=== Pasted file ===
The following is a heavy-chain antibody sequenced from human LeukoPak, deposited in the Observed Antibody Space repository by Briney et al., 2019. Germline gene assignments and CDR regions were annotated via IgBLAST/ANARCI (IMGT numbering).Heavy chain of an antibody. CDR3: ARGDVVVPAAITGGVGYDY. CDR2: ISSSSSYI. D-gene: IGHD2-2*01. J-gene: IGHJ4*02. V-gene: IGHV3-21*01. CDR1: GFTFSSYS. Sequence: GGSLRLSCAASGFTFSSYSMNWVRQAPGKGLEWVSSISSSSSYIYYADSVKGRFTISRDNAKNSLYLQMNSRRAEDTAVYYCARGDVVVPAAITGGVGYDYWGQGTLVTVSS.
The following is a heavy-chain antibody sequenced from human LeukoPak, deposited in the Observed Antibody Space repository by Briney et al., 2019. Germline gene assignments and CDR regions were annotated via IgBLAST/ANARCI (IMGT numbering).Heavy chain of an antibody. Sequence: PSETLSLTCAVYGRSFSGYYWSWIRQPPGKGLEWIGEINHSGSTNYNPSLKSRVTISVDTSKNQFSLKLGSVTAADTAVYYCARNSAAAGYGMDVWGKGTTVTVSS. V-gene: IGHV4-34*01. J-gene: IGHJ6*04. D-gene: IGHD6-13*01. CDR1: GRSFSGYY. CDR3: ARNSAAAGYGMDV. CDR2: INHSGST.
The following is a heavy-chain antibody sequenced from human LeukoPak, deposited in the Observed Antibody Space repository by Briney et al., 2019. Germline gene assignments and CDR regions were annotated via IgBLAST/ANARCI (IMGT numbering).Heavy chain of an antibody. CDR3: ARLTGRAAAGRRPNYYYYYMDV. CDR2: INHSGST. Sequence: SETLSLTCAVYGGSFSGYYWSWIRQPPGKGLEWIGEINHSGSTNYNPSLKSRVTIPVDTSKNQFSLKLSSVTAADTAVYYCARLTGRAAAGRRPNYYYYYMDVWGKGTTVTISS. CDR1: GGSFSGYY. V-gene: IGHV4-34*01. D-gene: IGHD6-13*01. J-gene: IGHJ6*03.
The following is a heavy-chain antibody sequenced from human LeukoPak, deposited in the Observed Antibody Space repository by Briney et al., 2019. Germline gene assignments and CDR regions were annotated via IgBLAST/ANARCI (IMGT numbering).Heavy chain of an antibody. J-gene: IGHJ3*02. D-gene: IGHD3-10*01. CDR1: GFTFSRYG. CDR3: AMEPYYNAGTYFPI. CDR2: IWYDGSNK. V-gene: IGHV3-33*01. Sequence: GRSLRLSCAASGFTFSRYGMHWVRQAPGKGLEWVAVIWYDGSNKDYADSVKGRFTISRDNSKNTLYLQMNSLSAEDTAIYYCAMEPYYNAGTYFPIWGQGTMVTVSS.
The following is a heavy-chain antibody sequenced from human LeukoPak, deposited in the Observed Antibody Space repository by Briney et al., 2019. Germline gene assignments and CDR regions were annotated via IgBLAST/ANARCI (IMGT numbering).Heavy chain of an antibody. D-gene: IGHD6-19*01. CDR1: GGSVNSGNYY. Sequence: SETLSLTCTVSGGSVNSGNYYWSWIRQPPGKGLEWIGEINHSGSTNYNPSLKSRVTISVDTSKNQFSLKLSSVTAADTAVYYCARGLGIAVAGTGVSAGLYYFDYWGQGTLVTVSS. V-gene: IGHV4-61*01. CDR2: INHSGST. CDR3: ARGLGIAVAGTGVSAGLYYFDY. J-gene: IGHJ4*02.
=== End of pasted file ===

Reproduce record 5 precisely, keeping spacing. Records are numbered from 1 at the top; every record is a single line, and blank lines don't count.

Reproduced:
The following is a heavy-chain antibody sequenced from human LeukoPak, deposited in the Observed Antibody Space repository by Briney et al., 2019. Germline gene assignments and CDR regions were annotated via IgBLAST/ANARCI (IMGT numbering).Heavy chain of an antibody. D-gene: IGHD6-19*01. CDR1: GGSVNSGNYY. Sequence: SETLSLTCTVSGGSVNSGNYYWSWIRQPPGKGLEWIGEINHSGSTNYNPSLKSRVTISVDTSKNQFSLKLSSVTAADTAVYYCARGLGIAVAGTGVSAGLYYFDYWGQGTLVTVSS. V-gene: IGHV4-61*01. CDR2: INHSGST. CDR3: ARGLGIAVAGTGVSAGLYYFDY. J-gene: IGHJ4*02.